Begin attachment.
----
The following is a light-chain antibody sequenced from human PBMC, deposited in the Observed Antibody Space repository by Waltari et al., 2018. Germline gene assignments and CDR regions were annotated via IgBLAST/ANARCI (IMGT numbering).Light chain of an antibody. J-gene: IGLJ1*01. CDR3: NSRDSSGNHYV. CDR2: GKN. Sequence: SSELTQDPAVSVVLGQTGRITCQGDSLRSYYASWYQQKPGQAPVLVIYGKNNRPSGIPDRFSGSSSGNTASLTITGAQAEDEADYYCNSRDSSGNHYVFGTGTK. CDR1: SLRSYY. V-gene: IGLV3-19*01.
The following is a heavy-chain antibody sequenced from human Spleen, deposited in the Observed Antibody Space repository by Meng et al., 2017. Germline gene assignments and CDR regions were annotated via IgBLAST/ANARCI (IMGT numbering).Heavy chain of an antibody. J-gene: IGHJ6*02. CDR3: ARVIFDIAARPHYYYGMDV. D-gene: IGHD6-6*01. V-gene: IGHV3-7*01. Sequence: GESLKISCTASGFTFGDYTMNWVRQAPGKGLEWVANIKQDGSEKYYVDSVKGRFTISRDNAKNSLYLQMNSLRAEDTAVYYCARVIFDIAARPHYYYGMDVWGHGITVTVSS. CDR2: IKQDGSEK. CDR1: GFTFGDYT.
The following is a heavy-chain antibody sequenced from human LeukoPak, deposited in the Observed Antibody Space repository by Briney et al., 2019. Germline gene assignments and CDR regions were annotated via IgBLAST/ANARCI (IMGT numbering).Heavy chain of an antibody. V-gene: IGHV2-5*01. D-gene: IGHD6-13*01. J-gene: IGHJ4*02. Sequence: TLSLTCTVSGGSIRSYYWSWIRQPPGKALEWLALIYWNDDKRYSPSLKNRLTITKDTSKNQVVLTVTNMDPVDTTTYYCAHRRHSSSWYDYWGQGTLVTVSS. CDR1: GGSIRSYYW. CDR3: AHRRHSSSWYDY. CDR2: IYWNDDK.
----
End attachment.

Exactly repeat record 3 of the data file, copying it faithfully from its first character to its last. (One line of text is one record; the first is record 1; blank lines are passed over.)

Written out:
The following is a heavy-chain antibody sequenced from human LeukoPak, deposited in the Observed Antibody Space repository by Briney et al., 2019. Germline gene assignments and CDR regions were annotated via IgBLAST/ANARCI (IMGT numbering).Heavy chain of an antibody. V-gene: IGHV2-5*01. D-gene: IGHD6-13*01. J-gene: IGHJ4*02. Sequence: TLSLTCTVSGGSIRSYYWSWIRQPPGKALEWLALIYWNDDKRYSPSLKNRLTITKDTSKNQVVLTVTNMDPVDTTTYYCAHRRHSSSWYDYWGQGTLVTVSS. CDR1: GGSIRSYYW. CDR3: AHRRHSSSWYDY. CDR2: IYWNDDK.